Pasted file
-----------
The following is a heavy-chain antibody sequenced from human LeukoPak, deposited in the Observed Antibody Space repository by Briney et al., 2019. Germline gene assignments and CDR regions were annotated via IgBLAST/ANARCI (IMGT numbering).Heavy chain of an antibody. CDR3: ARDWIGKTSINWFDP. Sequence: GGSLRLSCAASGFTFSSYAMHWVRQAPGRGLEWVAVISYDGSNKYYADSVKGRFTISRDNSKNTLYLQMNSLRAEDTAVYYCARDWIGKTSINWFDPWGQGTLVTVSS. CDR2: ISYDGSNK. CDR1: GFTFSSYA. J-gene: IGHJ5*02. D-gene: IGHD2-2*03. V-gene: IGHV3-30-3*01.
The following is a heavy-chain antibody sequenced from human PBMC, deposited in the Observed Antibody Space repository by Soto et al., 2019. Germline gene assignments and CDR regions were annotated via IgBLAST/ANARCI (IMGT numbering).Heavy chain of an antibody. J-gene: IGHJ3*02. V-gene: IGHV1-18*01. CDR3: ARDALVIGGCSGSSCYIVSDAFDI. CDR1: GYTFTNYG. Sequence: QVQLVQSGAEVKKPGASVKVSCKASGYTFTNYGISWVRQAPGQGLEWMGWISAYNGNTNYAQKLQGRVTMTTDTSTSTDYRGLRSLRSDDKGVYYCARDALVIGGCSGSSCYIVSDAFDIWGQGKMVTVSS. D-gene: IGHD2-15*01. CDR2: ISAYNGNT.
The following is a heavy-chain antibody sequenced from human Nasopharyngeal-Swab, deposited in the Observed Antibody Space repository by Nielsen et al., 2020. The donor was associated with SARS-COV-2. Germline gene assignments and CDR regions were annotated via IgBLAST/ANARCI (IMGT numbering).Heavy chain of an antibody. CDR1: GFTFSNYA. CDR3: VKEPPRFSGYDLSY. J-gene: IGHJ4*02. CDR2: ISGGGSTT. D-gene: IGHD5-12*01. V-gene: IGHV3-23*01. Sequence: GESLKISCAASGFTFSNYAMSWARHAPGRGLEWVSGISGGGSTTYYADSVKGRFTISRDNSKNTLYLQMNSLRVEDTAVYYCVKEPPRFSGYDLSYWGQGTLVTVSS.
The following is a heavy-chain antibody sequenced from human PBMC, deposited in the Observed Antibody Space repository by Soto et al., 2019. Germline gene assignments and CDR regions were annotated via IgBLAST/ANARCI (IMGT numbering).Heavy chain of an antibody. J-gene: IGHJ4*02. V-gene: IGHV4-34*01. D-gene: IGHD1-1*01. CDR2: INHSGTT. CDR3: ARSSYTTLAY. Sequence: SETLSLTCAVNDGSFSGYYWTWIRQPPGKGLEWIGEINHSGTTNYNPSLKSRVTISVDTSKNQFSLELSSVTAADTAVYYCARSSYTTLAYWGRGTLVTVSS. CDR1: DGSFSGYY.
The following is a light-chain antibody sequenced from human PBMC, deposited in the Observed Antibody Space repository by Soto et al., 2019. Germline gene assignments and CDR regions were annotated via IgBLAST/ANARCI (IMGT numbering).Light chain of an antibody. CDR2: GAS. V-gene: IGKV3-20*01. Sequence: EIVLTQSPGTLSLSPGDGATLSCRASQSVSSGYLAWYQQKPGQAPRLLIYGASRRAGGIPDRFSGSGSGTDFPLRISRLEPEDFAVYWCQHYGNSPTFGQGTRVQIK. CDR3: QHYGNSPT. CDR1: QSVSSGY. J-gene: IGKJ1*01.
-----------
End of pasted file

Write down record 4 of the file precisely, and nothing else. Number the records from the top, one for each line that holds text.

The following is a heavy-chain antibody sequenced from human PBMC, deposited in the Observed Antibody Space repository by Soto et al., 2019. Germline gene assignments and CDR regions were annotated via IgBLAST/ANARCI (IMGT numbering).Heavy chain of an antibody. J-gene: IGHJ4*02. V-gene: IGHV4-34*01. D-gene: IGHD1-1*01. CDR2: INHSGTT. CDR3: ARSSYTTLAY. Sequence: SETLSLTCAVNDGSFSGYYWTWIRQPPGKGLEWIGEINHSGTTNYNPSLKSRVTISVDTSKNQFSLELSSVTAADTAVYYCARSSYTTLAYWGRGTLVTVSS. CDR1: DGSFSGYY.